Words, words, everywhere, yet none that seem to fit.
Words, words, worthless ware… NaNo’s hard. I quit.
Struggling with the English language? Finding it difficult to suss the perfect words from the inept, not just in your novel, but in your explanations of NaNoWriMo? You’re not alone. Here we are, more than three weeks into this crazy adventure to which we have (once again and with masochistic glee) subjected ourselves, and if you’re anything like me, you can’t help but consider how insufficient our vocabularies can be. How clumsy and inadequate our phrasing in describing this yearly ritual to anyone in the normal world, where staring at a blinking cursor with your hands in your hair is seen for the demented exercise it certainly is. How are we to explain why our socks don’t match, why we haven’t showered in four days, or why our families are giving us such a wide berth that friends are left questioning whether “WriMo” might be a euphemism for someone with a heavy meth problem?
We can say it’s a test of will. We can call it weary madness and ambition and SO MUCH COFFEE. But that doesn’t cover it by half, does it? And what of the secret to winning? If you were asked to condense the key to this month-long affair into a single word, could you do it?
Luckily, removing language barriers is one of the unspoken perks of being a veteran. (Not really, but take the journey with me anyway. It’ll be fun.)
The story of NaNo begins, as all stories do, with hope. Forelsket for a budding plot. (Norwegian – the euphoria of first falling in love.)
You attack your novel with meraki. (Greek – doing something soulfully, putting part of yourself into your work.)
You socialize, reaching out to WriMos past and present to discuss whether you’re a planner or a bricoleur. (French – someone who begins a creation with no plan, adding bits as they go.)
You may even be marked as a member of the seigneur-terraces. (French – coffee shop dwellers who occupy tables forever, spending little money.)*
In week two, the novelty of your novel starts to wear thin. You catch yourself staring at a jumbled mound of words, feeling waldeinsamkeit. (German – alone and lost, as in the woods.)
Desperate to infuse your dud of a novel with a bit of pizazz, you change tack – killing a character or introducing a bold new subplot – and only later recognize it as verschlimmbesserung. (German – a supposed improvement that only makes things worse.)
By day twelve, you’ve made an art of boketto. (Japanese – gazing vacantly into the distance.)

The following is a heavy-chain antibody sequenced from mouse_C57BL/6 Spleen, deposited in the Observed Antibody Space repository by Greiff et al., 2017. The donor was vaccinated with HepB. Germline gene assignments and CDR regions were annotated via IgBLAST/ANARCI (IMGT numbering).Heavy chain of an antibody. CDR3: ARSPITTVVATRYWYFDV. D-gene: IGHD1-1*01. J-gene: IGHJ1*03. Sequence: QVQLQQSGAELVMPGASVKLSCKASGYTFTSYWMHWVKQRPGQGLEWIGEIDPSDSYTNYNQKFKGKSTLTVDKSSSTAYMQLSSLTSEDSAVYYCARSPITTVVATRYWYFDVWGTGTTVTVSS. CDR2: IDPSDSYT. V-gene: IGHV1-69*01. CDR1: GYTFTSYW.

By thirteen, you’ve put on a bit of kummerspeck. (German – “grief bacon,” weight gained from emotional overeating.)
You set aside the novel and head to the gym, swearing to get back on track by zeg. (Georgian – the day after tomorrow.)
Zeg passes as a gâchis, with no advancement in your word count. (French – an opportunity wasted as a result of ineptness.)
You fight to rekindle the excitement you had for your plot when November began, but it feels like cavoli riscaldati. (Italian – “reheated cabbage,” an attempt to revive an unworkable relationship.)
Deflated, you enter week three, when you see yourself in the mirror and are overcome with litost. (Czech – a state of torment created by the sudden sight of one’s own misery.)
You begin to think that maybe all of this is beyond you. Maybe you shouldn’t have committed to something so big and demanding. Maybe, deep down, you’re nothing more than a luftmensch. (Yiddish – a social misfit, an impractical dreamer with no sense.)
You scream. You pull your hair. You lie face down on the bed in toska. (Russian – a state of great spiritual anguish.) **
It is there, in your wretched state, that you consider giving up. Enough is enough. Who writes a novel in a month, anyway? Meshuggeners, that’s who. (Yiddish – crazy people/men.)
Just as you are inventing every excuse to make your surrender a forgivable one, something stops you. Something slight and simple like komorebi. (Japanese – sunlight filtering through the leaves of a tree.)
That something makes you feel like a petty korinthenkacker for ever having considered quitting. (German – “raisin pooper,” someone so caught up in trivialities that they spend all day… ahem… pooping raisins.)
That something reminds you that the time is now, that you don’t want to one day wake up in torschlusspanik. (German – the fear of diminishing opportunities as one ages.)
That something is the unassuming-yet-elegant heart of NaNoWriMo. The one word that is explanation, goal, and key combined.
That something is sisu. (Finnish – strength of will, determination, the unique courage of choosing to carry on in the face of great adversity, even when you know you may be doomed to fail. Guts beyond words.)
You want to know the secret to NaNoWriMo? The secret is to keep going when you know you should quit. The secret is to care more about getting to the end of the scene than you do about making your word count. The secret is in remembering that, whether you end this month with 50K or 50 pages, you’re going to finish something you might never have started. The secret is to recognize that the words don’t matter so much as what they say when you’ve put the language aside. The secret is to give a toss. Not about this contest. Not about the book you’re writing. Or about your ability to stick it out. The secret is to give a toss about yourself and your commitment to this crazy idea that maybe you can tell a story that no one else can.
So write what you know. Write what you love. Make mistakes. Fall down. Get back up and call it art. Have determination. Have sisu. The end is just around the corner. You got this.
* There is no shame in this.
** There’s a little bit of shame in this.